According to Stanford University, eucalyptus trees are known for their peeling bark, fast growth and the properties of their leaves. The oil in their leaves is extremely flammable, and eucalyptus is considered a major fire hazard in drought-stricken areas of California. While it's never ideal to try to grow a vegetable garden near trees, much less eucalyptus trees, it can be done if you take a few important tips to heart.
Cut back or thin the foliage and branches of eucalyptus to let in more light. They grow fast, so keep after them. Though eucalyptus has a tall, narrow shape, it blocks sunlight vegetables need for photosynthesis and proper growth. Site your garden east and south of the eucalyptus where it receives the most morning and afternoon sun before being shaded by a canopy of leaves.
Prevent competition between eucalyptus roots and your vegetables by building a raised bed. Eucalyptus trees are anchored by deep tap roots and spreading surface roots that aggressively search for water to support fast growth. Build a bed with at least 18 inches of soil deep and border it with stones. This helps vegetables grab moisture and nutrients before eucalyptus roots.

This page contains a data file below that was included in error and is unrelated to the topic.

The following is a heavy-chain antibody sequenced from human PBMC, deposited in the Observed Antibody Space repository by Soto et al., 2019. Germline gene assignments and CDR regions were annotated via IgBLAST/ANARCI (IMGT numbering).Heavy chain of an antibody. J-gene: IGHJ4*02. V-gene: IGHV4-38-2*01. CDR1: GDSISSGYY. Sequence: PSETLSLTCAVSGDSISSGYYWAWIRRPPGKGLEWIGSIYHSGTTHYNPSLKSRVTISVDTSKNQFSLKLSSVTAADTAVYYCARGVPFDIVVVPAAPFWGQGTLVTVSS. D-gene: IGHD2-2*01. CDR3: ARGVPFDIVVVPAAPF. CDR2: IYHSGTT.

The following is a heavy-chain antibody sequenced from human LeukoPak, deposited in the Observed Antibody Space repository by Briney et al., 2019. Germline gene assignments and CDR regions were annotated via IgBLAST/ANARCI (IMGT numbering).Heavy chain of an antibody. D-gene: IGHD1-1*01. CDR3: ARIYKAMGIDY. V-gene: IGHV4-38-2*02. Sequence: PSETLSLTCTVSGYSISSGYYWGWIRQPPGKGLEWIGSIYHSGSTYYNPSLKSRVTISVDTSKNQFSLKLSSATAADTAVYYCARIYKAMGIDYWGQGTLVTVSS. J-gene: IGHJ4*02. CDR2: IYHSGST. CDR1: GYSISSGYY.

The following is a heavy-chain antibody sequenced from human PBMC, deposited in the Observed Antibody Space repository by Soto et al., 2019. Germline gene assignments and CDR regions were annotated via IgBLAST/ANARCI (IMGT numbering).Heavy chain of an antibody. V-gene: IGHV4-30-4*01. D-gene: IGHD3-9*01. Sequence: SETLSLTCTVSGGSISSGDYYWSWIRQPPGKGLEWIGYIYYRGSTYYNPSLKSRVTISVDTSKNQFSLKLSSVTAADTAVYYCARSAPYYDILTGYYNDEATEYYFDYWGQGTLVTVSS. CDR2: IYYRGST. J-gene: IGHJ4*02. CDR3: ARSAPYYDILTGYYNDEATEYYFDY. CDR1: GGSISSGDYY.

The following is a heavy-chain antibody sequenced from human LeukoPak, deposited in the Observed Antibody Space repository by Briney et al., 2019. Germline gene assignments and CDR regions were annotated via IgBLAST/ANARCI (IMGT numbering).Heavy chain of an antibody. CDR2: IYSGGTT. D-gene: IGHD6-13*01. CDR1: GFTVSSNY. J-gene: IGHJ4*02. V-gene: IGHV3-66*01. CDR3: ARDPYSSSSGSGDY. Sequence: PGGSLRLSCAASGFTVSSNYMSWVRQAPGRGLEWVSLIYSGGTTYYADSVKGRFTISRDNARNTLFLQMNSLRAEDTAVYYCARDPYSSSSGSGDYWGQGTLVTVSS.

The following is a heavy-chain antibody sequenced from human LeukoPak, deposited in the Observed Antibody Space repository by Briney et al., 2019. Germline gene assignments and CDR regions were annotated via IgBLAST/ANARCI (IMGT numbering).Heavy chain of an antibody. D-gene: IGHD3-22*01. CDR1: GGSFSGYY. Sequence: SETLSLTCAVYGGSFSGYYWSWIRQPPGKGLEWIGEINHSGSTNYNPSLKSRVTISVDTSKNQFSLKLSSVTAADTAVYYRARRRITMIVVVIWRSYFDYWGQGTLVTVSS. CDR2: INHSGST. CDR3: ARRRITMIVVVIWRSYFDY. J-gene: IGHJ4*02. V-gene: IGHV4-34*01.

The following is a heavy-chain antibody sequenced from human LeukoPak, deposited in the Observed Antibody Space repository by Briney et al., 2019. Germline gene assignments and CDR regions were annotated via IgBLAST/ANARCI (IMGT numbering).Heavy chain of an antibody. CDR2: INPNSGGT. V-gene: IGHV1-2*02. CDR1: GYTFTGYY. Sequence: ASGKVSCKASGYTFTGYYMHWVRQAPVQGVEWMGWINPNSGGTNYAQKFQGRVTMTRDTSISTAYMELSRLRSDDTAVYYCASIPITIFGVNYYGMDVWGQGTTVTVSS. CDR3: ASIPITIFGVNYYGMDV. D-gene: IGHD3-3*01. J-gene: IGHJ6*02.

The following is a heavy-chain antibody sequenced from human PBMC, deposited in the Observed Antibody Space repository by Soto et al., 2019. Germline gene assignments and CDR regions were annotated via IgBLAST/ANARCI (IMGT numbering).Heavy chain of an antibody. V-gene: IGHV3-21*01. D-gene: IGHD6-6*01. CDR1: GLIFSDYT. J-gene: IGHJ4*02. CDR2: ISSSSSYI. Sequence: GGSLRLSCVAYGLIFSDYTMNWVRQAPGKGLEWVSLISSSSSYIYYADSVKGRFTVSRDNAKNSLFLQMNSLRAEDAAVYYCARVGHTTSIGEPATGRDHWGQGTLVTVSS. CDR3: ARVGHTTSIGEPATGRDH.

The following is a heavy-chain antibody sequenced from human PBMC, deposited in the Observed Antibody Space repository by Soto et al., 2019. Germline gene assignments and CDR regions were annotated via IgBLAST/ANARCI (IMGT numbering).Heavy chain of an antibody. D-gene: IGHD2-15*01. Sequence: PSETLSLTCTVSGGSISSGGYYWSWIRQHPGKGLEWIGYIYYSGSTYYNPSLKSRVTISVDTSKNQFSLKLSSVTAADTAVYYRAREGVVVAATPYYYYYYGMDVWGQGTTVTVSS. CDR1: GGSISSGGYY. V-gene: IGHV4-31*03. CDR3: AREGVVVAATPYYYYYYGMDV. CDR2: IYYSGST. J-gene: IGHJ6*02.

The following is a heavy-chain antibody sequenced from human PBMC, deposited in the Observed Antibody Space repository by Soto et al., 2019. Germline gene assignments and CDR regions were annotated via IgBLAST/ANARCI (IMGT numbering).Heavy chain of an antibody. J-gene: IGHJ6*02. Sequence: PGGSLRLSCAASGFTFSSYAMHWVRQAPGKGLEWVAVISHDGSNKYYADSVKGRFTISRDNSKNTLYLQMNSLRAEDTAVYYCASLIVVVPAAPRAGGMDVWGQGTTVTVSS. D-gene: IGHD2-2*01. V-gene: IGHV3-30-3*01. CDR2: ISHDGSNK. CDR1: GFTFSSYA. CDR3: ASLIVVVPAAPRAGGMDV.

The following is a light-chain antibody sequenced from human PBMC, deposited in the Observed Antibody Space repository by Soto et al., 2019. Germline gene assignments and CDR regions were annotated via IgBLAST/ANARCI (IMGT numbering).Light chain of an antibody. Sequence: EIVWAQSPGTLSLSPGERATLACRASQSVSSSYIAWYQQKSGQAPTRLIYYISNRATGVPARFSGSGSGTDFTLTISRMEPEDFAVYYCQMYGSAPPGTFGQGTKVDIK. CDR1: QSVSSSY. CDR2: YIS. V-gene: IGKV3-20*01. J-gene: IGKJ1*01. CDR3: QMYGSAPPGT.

Avoid using eucalyptus leaves and litter for mulch in vegetable gardens. The University of California Davis recommends not using them for composting, mostly because the oil keeps eucalyptus leaves from decomposing quickly. Eucalyptus trees tend to be litterbugs, so keep after the leaves, seeds, flowers and twigs to keep them from blocking moisture and light from vegetable plants.
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